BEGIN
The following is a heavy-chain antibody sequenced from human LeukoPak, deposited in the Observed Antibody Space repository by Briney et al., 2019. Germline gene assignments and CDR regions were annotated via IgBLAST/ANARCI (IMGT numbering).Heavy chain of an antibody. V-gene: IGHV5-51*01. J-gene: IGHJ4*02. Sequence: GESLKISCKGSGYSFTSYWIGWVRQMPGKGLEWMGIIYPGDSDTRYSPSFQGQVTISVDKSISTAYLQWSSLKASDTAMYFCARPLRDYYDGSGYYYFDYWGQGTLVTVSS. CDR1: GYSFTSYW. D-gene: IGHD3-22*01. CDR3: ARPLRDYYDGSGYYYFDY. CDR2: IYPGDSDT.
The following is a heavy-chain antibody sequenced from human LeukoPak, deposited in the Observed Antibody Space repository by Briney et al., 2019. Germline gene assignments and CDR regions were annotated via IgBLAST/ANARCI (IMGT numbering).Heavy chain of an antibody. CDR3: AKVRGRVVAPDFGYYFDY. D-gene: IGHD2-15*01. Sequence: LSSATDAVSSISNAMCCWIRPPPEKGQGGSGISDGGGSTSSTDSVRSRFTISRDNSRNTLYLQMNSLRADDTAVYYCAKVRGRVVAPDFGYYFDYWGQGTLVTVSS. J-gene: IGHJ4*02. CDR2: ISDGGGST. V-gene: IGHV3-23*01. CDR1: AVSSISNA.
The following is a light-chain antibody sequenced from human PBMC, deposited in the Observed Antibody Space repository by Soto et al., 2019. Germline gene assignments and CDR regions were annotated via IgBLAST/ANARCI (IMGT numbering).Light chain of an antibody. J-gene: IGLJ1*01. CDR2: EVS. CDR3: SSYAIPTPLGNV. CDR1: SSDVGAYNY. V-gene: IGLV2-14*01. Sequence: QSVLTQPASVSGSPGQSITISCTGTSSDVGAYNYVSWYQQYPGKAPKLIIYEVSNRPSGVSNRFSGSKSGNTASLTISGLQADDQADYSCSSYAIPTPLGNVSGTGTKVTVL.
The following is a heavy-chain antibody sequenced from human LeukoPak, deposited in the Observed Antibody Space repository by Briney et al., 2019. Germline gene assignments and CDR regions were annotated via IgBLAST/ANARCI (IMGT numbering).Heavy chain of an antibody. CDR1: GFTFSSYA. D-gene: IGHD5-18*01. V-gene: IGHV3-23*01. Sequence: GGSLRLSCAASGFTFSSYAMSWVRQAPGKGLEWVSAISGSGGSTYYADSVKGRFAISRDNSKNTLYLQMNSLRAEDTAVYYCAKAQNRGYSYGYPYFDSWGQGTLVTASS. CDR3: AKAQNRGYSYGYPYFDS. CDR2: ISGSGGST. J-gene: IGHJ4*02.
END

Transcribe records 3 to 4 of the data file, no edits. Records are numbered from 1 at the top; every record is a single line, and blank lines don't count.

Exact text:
The following is a light-chain antibody sequenced from human PBMC, deposited in the Observed Antibody Space repository by Soto et al., 2019. Germline gene assignments and CDR regions were annotated via IgBLAST/ANARCI (IMGT numbering).Light chain of an antibody. J-gene: IGLJ1*01. CDR2: EVS. CDR3: SSYAIPTPLGNV. CDR1: SSDVGAYNY. V-gene: IGLV2-14*01. Sequence: QSVLTQPASVSGSPGQSITISCTGTSSDVGAYNYVSWYQQYPGKAPKLIIYEVSNRPSGVSNRFSGSKSGNTASLTISGLQADDQADYSCSSYAIPTPLGNVSGTGTKVTVL.
The following is a heavy-chain antibody sequenced from human LeukoPak, deposited in the Observed Antibody Space repository by Briney et al., 2019. Germline gene assignments and CDR regions were annotated via IgBLAST/ANARCI (IMGT numbering).Heavy chain of an antibody. CDR1: GFTFSSYA. D-gene: IGHD5-18*01. V-gene: IGHV3-23*01. Sequence: GGSLRLSCAASGFTFSSYAMSWVRQAPGKGLEWVSAISGSGGSTYYADSVKGRFAISRDNSKNTLYLQMNSLRAEDTAVYYCAKAQNRGYSYGYPYFDSWGQGTLVTASS. CDR3: AKAQNRGYSYGYPYFDS. CDR2: ISGSGGST. J-gene: IGHJ4*02.